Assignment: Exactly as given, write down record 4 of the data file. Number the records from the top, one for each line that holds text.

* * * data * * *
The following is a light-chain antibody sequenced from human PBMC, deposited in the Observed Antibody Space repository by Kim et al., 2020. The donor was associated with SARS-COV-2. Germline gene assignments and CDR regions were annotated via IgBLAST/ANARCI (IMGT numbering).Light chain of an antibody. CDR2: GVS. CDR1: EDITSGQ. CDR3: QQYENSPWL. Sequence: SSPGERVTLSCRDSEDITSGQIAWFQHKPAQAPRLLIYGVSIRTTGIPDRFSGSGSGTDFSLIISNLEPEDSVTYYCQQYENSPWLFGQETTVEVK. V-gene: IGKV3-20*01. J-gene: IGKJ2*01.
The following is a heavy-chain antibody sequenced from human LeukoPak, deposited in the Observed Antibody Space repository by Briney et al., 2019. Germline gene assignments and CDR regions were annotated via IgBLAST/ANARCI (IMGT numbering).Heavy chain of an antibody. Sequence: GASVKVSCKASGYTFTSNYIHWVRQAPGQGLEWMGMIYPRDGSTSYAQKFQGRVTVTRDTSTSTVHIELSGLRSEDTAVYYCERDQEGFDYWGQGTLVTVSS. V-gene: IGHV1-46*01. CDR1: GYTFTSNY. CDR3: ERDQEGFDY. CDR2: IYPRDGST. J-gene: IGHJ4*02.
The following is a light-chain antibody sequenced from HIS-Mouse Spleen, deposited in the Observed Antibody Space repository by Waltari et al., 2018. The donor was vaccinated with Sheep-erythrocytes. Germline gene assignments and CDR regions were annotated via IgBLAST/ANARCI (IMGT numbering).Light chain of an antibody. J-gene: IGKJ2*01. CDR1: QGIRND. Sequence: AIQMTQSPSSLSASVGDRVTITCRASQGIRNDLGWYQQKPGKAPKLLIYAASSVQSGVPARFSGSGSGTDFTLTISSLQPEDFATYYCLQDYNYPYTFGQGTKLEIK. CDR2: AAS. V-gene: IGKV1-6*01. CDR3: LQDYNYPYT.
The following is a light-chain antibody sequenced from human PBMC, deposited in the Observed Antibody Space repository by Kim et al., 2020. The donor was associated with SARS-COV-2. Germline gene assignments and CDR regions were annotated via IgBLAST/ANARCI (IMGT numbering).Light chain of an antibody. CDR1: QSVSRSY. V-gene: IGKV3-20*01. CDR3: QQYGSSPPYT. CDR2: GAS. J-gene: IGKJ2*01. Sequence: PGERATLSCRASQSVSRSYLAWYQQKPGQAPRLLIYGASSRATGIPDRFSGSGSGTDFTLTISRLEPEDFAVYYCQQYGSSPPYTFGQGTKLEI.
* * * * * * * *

The following is a light-chain antibody sequenced from human PBMC, deposited in the Observed Antibody Space repository by Kim et al., 2020. The donor was associated with SARS-COV-2. Germline gene assignments and CDR regions were annotated via IgBLAST/ANARCI (IMGT numbering).Light chain of an antibody. CDR1: QSVSRSY. V-gene: IGKV3-20*01. CDR3: QQYGSSPPYT. CDR2: GAS. J-gene: IGKJ2*01. Sequence: PGERATLSCRASQSVSRSYLAWYQQKPGQAPRLLIYGASSRATGIPDRFSGSGSGTDFTLTISRLEPEDFAVYYCQQYGSSPPYTFGQGTKLEI.